Facilitating The Process Of Discovering Successful Solutions

Throughout the interviewing process, the therapist is engaged with having the client find their own solutions to their difficulties. This provokes the client to become aware in knowing what it is in their distinct power, to create the change that they see for themselves. So the goal of the first session is that the therapist wants to know what the client wants. It is the client who will consider what is a successful outcome, determined from the initial interview. The therapist can then use the technique of scaling questions, which are derived from Solution Focused Brief Therapy. Scaling questions are client generated and are based off what the client wants from therapy. It is a way of measuring change according to the client’s way of measuring the change.

Assessment Phase Towards The Overview On The Direction Of Therapy

After the therapist feels that they have enough information from the client, the therapist takes a break to evaluate what client had said. Then the therapist uses that information to present a “summary” or message to the client, who includes complimenting the client on their strengths, acknowledging or validating client’s point of view about their life, and to suggest tasks that align with the client’s goal to resolving their problem. The use of a scaling question to assess where they are at in progressing to their goal helps to solidify the worth of coming in for therapy.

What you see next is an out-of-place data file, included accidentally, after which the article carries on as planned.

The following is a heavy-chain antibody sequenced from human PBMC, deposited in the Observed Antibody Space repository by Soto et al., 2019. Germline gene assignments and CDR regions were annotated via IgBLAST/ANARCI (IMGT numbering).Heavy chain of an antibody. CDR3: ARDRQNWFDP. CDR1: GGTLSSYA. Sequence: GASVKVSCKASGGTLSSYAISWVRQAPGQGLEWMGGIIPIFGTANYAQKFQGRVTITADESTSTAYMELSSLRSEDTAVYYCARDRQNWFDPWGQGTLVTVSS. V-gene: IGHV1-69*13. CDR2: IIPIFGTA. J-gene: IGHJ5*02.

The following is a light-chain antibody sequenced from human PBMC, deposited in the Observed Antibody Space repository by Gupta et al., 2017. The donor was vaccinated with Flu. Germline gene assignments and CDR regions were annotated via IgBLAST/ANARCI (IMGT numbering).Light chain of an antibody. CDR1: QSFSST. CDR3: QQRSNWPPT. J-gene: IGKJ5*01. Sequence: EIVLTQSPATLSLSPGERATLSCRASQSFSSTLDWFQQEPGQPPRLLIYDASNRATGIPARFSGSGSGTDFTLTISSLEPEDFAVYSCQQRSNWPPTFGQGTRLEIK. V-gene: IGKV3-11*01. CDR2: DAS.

Structure Of Subsequent Therapy Sessions Until Goal(s) Are Met

In the subsequent sessions, the therapists’ main focus is to know what has been better since the last session. Whatever that has happened which made the client’s life better is accepted by the therapist, even if tasks suggested by therapist in the last session was not done. In this therapeutic approach, the client’s solution is always preferred over the therapist’s suggestions. As the therapist, it is important to reinforce the client’s progression and solution finding by asking the client, “How did you do that?” It gets the client thinking of the process they took to making positive change to their problem. By having the client acknowledge those thoughts and actions they took to improving their life even slightly, empowers the client to maintain progression to their goal. Scaling questions can also be beneficial to the client in tracking their progression in attaining their goal of therapy at the start and at the end of each session.

The Overview On My Sui Generis Approach to Therapy

Through examining the process of interviewing and the second session of therapy, the therapist’s role is to help the client generate their own solutions. The therapist’s job is to support and enhance the client’s strengths by giving credit back to the client so that they realize it is their solutions and not the therapist’s solutions. As a result, the client’s self-esteem is respected and they feel better about having solved their own problems.